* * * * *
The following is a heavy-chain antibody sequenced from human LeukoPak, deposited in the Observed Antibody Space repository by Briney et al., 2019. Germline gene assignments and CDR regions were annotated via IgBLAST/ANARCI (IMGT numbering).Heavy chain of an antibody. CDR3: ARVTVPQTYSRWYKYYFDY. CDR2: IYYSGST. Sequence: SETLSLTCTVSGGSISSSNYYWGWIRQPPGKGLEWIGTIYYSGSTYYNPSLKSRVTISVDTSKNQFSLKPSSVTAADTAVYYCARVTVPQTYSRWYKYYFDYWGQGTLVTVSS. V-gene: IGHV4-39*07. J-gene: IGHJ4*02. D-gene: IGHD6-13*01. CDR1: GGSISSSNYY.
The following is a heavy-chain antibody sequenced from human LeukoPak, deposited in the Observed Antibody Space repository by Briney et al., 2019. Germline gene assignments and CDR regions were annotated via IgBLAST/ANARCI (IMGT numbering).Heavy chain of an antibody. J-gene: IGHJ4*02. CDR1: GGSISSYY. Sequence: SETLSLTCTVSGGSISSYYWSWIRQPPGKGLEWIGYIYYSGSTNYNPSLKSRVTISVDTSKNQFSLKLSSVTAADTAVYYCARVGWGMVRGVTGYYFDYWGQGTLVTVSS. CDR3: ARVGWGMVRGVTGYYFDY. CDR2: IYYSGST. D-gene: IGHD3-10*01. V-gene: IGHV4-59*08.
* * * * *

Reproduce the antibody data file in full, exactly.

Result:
The following is a heavy-chain antibody sequenced from human LeukoPak, deposited in the Observed Antibody Space repository by Briney et al., 2019. Germline gene assignments and CDR regions were annotated via IgBLAST/ANARCI (IMGT numbering).Heavy chain of an antibody. CDR3: ARVTVPQTYSRWYKYYFDY. CDR2: IYYSGST. Sequence: SETLSLTCTVSGGSISSSNYYWGWIRQPPGKGLEWIGTIYYSGSTYYNPSLKSRVTISVDTSKNQFSLKPSSVTAADTAVYYCARVTVPQTYSRWYKYYFDYWGQGTLVTVSS. V-gene: IGHV4-39*07. J-gene: IGHJ4*02. D-gene: IGHD6-13*01. CDR1: GGSISSSNYY.
The following is a heavy-chain antibody sequenced from human LeukoPak, deposited in the Observed Antibody Space repository by Briney et al., 2019. Germline gene assignments and CDR regions were annotated via IgBLAST/ANARCI (IMGT numbering).Heavy chain of an antibody. J-gene: IGHJ4*02. CDR1: GGSISSYY. Sequence: SETLSLTCTVSGGSISSYYWSWIRQPPGKGLEWIGYIYYSGSTNYNPSLKSRVTISVDTSKNQFSLKLSSVTAADTAVYYCARVGWGMVRGVTGYYFDYWGQGTLVTVSS. CDR3: ARVGWGMVRGVTGYYFDY. CDR2: IYYSGST. D-gene: IGHD3-10*01. V-gene: IGHV4-59*08.